Oh, is there not one maiden breast
Which does not feel the moral beauty
Of making worldly interest
Subordinate to sense of duly?
Who would not give up willingly
All matrimonial ambition,
To rescue such a one as I
From his unfortunate position?
Oh, is there not one maiden here,
Whose homely face and bad complexion
Have caused all hopes to disappear
Of ever winning man’s affection?
To such a one, if such there be,
I swear by Heaven’s arch above you,
If you will cast your eyes on me,—
However plain you be—I’ll love you!
The air is charged with amatory numbers—
Soft madrigals, and dreamy lovers’ lays.
Peace, peace, old heart! Why waken from its slumbers
The aching memory of the old, old days?
Time was when Love and I were well acquainted.
Time was when we walked ever hand in hand;
A saintly youth, with worldly thought untainted,
None better-loved than I in all the land!
Time was, when maidens of the noblest station,
Forsaking even military men,
Would gaze upon me, rapt in adoration—
Ah, me, I was a fair young curate then!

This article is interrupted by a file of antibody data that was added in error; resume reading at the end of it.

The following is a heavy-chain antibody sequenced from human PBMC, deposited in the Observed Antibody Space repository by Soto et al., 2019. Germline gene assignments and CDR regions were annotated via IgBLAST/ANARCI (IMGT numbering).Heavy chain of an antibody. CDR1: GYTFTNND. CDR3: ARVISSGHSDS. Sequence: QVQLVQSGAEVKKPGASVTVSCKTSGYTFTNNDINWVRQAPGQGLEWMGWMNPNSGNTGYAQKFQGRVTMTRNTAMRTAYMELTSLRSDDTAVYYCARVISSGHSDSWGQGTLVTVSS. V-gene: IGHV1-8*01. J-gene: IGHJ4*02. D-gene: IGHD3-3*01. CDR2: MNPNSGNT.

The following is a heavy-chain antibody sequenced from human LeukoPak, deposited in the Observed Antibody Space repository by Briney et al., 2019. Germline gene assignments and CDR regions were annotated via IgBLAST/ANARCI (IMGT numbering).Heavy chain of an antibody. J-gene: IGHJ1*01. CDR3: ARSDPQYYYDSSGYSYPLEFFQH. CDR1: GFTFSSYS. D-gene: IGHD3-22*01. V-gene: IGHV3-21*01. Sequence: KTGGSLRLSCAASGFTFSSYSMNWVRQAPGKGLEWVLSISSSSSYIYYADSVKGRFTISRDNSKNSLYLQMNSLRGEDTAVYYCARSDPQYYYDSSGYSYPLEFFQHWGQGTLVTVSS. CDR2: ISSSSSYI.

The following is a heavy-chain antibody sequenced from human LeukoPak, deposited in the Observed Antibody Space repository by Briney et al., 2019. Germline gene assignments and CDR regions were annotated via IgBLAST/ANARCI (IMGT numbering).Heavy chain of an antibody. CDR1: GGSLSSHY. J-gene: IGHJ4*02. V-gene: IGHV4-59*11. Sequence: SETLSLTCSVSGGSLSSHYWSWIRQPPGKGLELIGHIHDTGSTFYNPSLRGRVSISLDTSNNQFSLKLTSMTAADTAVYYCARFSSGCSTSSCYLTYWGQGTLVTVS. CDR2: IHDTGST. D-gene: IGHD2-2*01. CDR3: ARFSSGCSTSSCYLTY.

Had I a headache? sighed the maids assembled;
Had I a cold? welled forth the silent tear;
Did I look pale? then half a parish trembled;
And when I coughed all thought the end was near!
I, had no care—no jealous doubts hung o’er me—
For I was loved beyond all other men.
Fled gilded dukes and belted earls before me!
Ah, me! I was a pale young curate then!
Take a pair of sparkling eyes,
Hidden, ever and anon,
In a merciful eclipse—
Do not heed their mild surprise—
Having passed the Rubicon.
Take a pair of rosy lips;
Take a figure trimly planned—
Such as admiration whets
(Be particular in this);
Take a tender little hand,
Fringed with dainty fingerettes,
Press it—in parenthesis;—
Take all these, you lucky man—
Take and keep them, if you can.
Take a pretty little cot—
Quite a miniature affair—
Hung about with trellised vine,
Furnish it upon the spot
With the treasures rich and rare
I’ve endeavored to define.
Live to love and love to live
You will ripen at your ease,
Growing on the sunny side—
Fate has nothing more to give.
You’re a dainty man to please
If you are not satisfied.
Take my counsel, happy man:
Act upon it, if you can!
THE FIRST LORD’S SONG.
When I was a lad I served a term
As office boy to an Attorney’s firm.
I cleaned the windows and I swept the floor,
And I polished up the handle of the big front door.
I polished up that handle so successfullee
That now I am the Ruler of the Queen’s Navee!